/ Doug's Chocolate Republic /
Review: Valrhona Guanaja
Posted: 22 June 2011
At first glance at the front of the bar, you're told it's bitter and elegant. And it is. Valrhona doesn't try to hide the bitterness. They show it off!
price/gram: USD 0.10
Cocoa %: 70
Wan Hyuk Park, Korean citizen
resident in Thailand, a young man smelling of garlic and
chilis who, nonetheless, fancies himself (mistakenly) as an
object for the ladies, returned to Thailand from Australia
with several bars of chocolate for me to review. Wan
Hyuk knows as much about chocolate as I do about Korean
movie stars. When I left the matter in his hands, I
got a Peppermint
Crisp. I did have to mention for him to
bring back at least one premium brand. "You mean Cadbury?"
he asked. "No, something like Valrhona," I
answered off the top of my head.
Wan Hyuk didn't do any
further research. To him, something like
Valrhona meant Valrhona. I actually wanted
something premium indigenous to Australia, as long as it
wasn't overrated Haigh's. But I cannot
complain. Valrhona is a well regarded French brand I'd
heard a lot about. Back in my California days, I used
to buy Valrhona's unsweetened ground cocoa powder to make
hot chocolates, and it turned out quite well in those
concoctions. I was eager to try the real deal and see
if it deserved its glorious reputation and state as such, or
not, on the Chocolate Republic.
Luckily, the chocolate bars
are well sealed in foil because Wan Hyuk left these bars in
the same bag he was carrying back three tupperware loads of
this funky Australian kimchi he wanted his Ma to try.
The wrappers still smelled like cabbage though.
Three Valrhonas were brought
to my sampling table. The Guanaja was the smallest and
the darkest, and I selected this to sample first in order to
get a pulse on Valrhona's standards. In my
opinion, it's harder to create a balanced dark than a
balanced milk; there's more cocoa flavor in the darks and if
the bitterness isn't dealt with creatively then darks in the 70%
cocoa solid range can be very unpleasant tasting
The bar is made from a combination of Criollo and Trinatario
beans. 85% of all the cacao beans cultivated are Forastero. Forastero has
the best yields, and it's the bean of choice for mass
production. That Hershey and Cadbury bar you just wolfed down is Forastero. Less than 5% of all cocoa
is the rare Criollo, leaving around 10% of the beans as Trinatario, a natural hybrid of Forastero and Criollo originating in
Trindidad. The inclusion of the relatively rare
Criollo could be some justification for the high price tag.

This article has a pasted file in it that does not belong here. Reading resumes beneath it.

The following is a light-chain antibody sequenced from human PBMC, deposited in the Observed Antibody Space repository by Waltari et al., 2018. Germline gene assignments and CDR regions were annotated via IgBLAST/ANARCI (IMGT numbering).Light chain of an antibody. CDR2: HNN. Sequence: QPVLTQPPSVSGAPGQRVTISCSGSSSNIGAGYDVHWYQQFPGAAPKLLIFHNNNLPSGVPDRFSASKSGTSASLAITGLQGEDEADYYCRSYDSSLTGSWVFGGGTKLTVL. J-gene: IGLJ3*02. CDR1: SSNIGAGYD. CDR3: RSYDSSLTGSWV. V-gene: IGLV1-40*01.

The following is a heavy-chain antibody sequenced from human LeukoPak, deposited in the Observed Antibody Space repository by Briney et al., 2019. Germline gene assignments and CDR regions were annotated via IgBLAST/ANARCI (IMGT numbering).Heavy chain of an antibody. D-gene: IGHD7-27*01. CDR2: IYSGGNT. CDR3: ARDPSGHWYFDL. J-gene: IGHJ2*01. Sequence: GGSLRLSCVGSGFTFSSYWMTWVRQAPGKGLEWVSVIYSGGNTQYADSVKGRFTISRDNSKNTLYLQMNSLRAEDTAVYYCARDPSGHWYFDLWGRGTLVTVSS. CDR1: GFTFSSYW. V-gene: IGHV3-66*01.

At first glance at the front
of the bar, you're told it's bitter and elegant. And
it is. Valrhona doesn't try to hide the bitterness.
They show it off! They sell this 70% guanaja
blend as couverture in Europe and describe it as a "palette
of bitterness," as something to be desired. Gotta slap
Valrhona on the back for this one. It reminds me of
the marketing behind one of the world's most expensive
Coffee Luwak. Valrhona isn't dodging the bitterness issue. They're telling you to embrace it.
The new fashion in chocolate
tasting nowadays is to embellish one's reviews with such
flowery language that readers might mistake you as a fine
wine critic. "The [wine/chocolate] tasted of tobacco
and wormwood, with hints of lingon, lime, and chili and back
notes of tobasco." This bar is well known for the
intensity of its flavors, and as a lark, I read three other
reviews on this bar just to see if there was any consensus
exactly what this bar tastes like. Nope.
Depending on who you believe, the bar tastes like melon and
sour cream or cherry with hints of flowers. Let's
agree to disagree and just say that there's a lot of
different flavors moving around your palette as you bite in.
Don't count on a boring uniform dark chocolate taste.
You can get boring for a lot less cash.
I couldn't dig up any solid
facts on the exact country from which Valrhona sources the
beans for this. Some mistakenly believe the
beans come from Honduras because Guanaja is an island off
the coast of Honduras. Well, Freddie "Boom Boom"
Washington in Welcome Back, Kotter hailed from
Brooklyn, not Washington, DC or Washington state. It's
just a name, folks! The Guanaja beans come from South America, and
I assume some of the crop come from Ecuador, the same place
the beans are sourced for the
The Valrhona Guanaja is like
a fine, fine wine, best appreciated in small amounts and on
special occasions. Too much would be a very bitter